RANKL - receptor activator for NF - ligand - causes fusion of osteoclast forming polykaryotic cell for bone dessolution via lysosomes Batch 2016 MDSK

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Hypothalamic Pituitary Relationship

Anterior pituitary gland: adenohypohysis glandular (adeno) dorsal out pouch of nasopharyngeal (rathkes pouch) secretes and produces hormones (will not secrete or produce hormone when severed from hypothalamus. Hormones (least to most needed for survival) Prolactin (PRL) Growth hormone (GH) Thyroid stimulating hormone (TH) metabolic activity Gonadal hormone (GnH) FSH and LH ACTH/ corticotrophin control aldosterone and cortisol to control fluid and electrolytes. Hierarchy of hormones: significance in disease destroying pituitary. Hormones least important are destroyed first. Posterior pituitary gland: neurohypophysis invagination of hypothalamus supraoptic and paraventricular nuclei of hypothalamus extensions of axon terminals Hormones are not created in the posterior pituitary gland, they are created in the hypothalamus and stored in the post. Pituitary. rich in capillary fenestrated network hormones are easily released. ADH/vasopressin water retention, *aldosterone Na retention Oxytocin breastfeeding, labor, female orgasm

ADH and Oxytocin secreted as preprohormones in the hypothalamus, becomes prohormone in endoplasmic reticulum and packed to the axonal terminal area and becomes hormones stored in vesicles. Signals originating from the hypothalamus, stimulate SON and PVN, by increasing Ca, releasing the hormones. Stimulus for release of ADH osmotic pressure Amount of solutes dissolved in solution balance between solute and solvent is disturbed dectected by osmoreceptors Water is low osmotic pressure is high Water is high osmotic pressure is low

Osmoreceptors ADH is released and targets kidney, causing reabsorption of water. Pituitary AXIS
secrets releasing hormones (RH) GHRH, GnRH, TSHRH, ACTRH stimulates all Ant Pituitary hormone except except prolactin - inhibited hormone by NT (dopamine) is pitutary stalk is cut prolactin will still be stimulated. stimulating hormone (SH) or tropic hormone primary organ causes physiologi effect causes negative feedback to ant pituitary and hypothalamus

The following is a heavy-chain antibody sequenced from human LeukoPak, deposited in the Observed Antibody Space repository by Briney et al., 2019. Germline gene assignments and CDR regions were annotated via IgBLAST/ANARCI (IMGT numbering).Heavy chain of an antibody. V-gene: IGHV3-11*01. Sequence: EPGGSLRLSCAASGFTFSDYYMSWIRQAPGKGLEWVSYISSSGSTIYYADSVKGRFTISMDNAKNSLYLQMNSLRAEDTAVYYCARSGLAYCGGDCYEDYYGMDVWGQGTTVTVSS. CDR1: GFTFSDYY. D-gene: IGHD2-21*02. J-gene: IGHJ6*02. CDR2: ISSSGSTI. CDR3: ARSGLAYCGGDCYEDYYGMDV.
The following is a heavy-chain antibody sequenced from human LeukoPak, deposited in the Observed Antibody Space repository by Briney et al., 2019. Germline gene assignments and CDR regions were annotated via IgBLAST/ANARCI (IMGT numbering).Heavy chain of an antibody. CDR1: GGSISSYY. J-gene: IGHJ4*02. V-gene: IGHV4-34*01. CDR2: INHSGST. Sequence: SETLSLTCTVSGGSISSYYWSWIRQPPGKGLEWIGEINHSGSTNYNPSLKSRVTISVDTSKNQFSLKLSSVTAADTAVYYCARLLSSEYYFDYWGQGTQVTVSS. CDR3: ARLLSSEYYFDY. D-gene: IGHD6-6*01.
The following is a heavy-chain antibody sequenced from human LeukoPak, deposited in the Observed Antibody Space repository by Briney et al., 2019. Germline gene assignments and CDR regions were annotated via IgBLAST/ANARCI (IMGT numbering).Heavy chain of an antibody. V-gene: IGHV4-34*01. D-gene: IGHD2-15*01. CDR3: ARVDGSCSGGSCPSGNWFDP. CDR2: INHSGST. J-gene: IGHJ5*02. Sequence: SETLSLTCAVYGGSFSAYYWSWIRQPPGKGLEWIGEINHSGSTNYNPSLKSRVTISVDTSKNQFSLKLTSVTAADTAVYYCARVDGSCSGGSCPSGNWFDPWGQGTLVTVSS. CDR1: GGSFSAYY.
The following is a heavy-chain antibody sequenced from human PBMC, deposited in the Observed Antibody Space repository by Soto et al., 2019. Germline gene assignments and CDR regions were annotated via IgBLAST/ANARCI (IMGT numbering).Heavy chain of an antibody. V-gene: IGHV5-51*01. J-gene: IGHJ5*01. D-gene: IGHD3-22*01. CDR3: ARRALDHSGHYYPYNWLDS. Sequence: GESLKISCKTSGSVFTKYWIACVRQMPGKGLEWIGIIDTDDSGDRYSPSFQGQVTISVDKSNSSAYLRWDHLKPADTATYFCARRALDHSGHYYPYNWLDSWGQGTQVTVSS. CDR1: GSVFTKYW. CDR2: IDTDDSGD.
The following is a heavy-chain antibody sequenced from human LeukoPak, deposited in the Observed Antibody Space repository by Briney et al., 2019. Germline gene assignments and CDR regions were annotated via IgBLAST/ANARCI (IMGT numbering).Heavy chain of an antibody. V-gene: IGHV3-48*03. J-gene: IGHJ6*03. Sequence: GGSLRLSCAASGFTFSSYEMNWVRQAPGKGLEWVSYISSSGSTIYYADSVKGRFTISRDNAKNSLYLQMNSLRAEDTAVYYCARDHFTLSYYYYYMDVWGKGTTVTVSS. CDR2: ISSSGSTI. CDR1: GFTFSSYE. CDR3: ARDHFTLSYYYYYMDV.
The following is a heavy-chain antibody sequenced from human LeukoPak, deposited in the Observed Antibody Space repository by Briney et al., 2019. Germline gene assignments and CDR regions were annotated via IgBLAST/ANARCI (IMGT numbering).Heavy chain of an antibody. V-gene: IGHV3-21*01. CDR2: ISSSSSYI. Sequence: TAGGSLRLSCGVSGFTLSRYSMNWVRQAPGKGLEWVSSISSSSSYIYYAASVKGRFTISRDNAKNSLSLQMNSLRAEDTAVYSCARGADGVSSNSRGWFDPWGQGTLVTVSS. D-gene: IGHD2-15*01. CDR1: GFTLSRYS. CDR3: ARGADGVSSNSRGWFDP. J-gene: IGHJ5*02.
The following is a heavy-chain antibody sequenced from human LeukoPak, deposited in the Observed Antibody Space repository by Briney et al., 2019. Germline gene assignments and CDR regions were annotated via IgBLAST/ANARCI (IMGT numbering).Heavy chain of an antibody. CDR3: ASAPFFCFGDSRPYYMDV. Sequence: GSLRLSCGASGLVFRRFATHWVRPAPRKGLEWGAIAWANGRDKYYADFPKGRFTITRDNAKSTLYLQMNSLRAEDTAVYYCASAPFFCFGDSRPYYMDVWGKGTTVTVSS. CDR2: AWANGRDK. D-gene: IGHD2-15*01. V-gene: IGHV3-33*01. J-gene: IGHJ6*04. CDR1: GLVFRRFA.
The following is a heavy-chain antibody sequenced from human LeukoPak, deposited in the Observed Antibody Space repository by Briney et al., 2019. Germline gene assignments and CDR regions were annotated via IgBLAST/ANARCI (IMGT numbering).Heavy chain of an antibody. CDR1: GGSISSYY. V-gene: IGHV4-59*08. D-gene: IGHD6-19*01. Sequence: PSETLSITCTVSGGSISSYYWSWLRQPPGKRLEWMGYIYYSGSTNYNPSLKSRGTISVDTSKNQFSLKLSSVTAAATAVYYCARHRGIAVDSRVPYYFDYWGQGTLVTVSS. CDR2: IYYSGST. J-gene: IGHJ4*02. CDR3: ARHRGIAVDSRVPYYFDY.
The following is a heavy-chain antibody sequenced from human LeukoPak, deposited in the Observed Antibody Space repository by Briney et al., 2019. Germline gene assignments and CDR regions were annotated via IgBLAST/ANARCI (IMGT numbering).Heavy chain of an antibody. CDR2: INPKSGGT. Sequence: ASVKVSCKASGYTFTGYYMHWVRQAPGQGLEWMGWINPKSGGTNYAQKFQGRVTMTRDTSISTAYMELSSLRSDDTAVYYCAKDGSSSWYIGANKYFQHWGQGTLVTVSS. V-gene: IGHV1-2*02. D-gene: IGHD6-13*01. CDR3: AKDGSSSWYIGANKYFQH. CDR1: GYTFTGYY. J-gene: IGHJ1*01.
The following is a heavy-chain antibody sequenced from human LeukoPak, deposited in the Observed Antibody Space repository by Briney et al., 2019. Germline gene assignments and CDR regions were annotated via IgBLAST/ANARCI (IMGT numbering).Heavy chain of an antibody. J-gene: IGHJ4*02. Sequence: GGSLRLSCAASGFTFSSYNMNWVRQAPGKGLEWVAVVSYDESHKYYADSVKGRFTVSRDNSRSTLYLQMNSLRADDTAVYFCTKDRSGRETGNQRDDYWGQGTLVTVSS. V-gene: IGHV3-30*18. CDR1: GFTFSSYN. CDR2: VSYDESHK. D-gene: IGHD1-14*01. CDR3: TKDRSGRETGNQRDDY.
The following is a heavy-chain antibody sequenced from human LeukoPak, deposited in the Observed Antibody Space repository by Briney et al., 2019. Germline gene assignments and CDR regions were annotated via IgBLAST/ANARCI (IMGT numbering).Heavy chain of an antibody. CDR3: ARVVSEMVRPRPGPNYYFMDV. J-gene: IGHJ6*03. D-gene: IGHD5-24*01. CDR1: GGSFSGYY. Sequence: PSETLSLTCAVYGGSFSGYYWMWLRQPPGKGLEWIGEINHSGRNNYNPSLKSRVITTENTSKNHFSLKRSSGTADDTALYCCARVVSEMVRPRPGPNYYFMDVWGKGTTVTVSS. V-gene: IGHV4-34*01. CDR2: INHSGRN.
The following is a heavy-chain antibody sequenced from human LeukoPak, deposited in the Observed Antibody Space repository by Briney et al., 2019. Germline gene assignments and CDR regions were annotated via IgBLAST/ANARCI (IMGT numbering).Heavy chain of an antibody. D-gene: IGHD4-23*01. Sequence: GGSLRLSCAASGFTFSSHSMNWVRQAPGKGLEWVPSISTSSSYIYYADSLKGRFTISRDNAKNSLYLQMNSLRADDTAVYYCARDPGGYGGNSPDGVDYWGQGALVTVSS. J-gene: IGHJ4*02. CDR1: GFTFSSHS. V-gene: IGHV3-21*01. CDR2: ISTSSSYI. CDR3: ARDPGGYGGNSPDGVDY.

hypothalamus tertiary (3)

anterior pituitary secondary (2)

peripheral organ primary (1)

*hyperprolactenemia in women- breast secretion of milk like substance - in men no secretion, mild symptoms * primary hypothyroidism problem with at the level of thyroid 2 hypothyroidsm problem at the level of ant ptiutary 3 hypothyroidsm level of hypothalamus is affected area

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12/4/12 Anterior Pituitary Hormones Basophils Corticotropes Thyrotropes Gonadotropes Acidophils Somatotropes Lactotropes Corticotropes Adrenal gland Divided into 2: Cortex stimulated Controlled by ACTH Layers: (GFR) Zona glumerulosa produces aldosterone (rennin-angotensin aldosterone-axis) Zona fasiculata and zona reicularis - produces:

When there is a problem in axis: Hyperpigmentation (increase MSH) - 1 hypoadrenalism/hypocorticolism ACTH are high because there is no negative feedback Effect of cortisol - Hormones that helps in increasing glucose (glucogenic) glucocorticoid Aldosterone - maintains Na balance (mineral mineralocorticoid) Adrenal androgen testosterone derivative


CRH (corticotropin releasing hormone) from hypothalamus


ant pituitary secrets TSH

ant pituitary - release ACTH

periphral gland (adrenal cortex)

cortisol (exerts negeative feedback) Adrenal androgens enters the axis of gonadotropes.

thyroid epithelium secretes T3 (main hormone)